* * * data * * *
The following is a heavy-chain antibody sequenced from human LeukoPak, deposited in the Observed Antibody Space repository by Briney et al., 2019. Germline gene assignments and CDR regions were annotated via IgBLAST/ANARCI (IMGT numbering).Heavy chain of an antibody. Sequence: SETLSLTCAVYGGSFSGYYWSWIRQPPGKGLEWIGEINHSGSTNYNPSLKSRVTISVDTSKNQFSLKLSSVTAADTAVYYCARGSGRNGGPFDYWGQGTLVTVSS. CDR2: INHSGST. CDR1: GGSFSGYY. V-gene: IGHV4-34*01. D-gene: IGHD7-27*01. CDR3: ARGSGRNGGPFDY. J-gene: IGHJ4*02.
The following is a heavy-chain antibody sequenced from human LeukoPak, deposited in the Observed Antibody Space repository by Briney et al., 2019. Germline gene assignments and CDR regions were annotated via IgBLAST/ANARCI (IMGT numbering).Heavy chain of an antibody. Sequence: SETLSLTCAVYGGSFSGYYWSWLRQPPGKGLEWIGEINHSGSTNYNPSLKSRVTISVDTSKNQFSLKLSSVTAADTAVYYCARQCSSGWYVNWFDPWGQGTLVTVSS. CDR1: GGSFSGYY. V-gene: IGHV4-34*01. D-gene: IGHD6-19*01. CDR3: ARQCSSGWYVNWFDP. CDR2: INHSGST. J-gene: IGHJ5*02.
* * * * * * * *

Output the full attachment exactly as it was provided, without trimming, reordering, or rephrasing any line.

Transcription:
The following is a heavy-chain antibody sequenced from human LeukoPak, deposited in the Observed Antibody Space repository by Briney et al., 2019. Germline gene assignments and CDR regions were annotated via IgBLAST/ANARCI (IMGT numbering).Heavy chain of an antibody. Sequence: SETLSLTCAVYGGSFSGYYWSWIRQPPGKGLEWIGEINHSGSTNYNPSLKSRVTISVDTSKNQFSLKLSSVTAADTAVYYCARGSGRNGGPFDYWGQGTLVTVSS. CDR2: INHSGST. CDR1: GGSFSGYY. V-gene: IGHV4-34*01. D-gene: IGHD7-27*01. CDR3: ARGSGRNGGPFDY. J-gene: IGHJ4*02.
The following is a heavy-chain antibody sequenced from human LeukoPak, deposited in the Observed Antibody Space repository by Briney et al., 2019. Germline gene assignments and CDR regions were annotated via IgBLAST/ANARCI (IMGT numbering).Heavy chain of an antibody. Sequence: SETLSLTCAVYGGSFSGYYWSWLRQPPGKGLEWIGEINHSGSTNYNPSLKSRVTISVDTSKNQFSLKLSSVTAADTAVYYCARQCSSGWYVNWFDPWGQGTLVTVSS. CDR1: GGSFSGYY. V-gene: IGHV4-34*01. D-gene: IGHD6-19*01. CDR3: ARQCSSGWYVNWFDP. CDR2: INHSGST. J-gene: IGHJ5*02.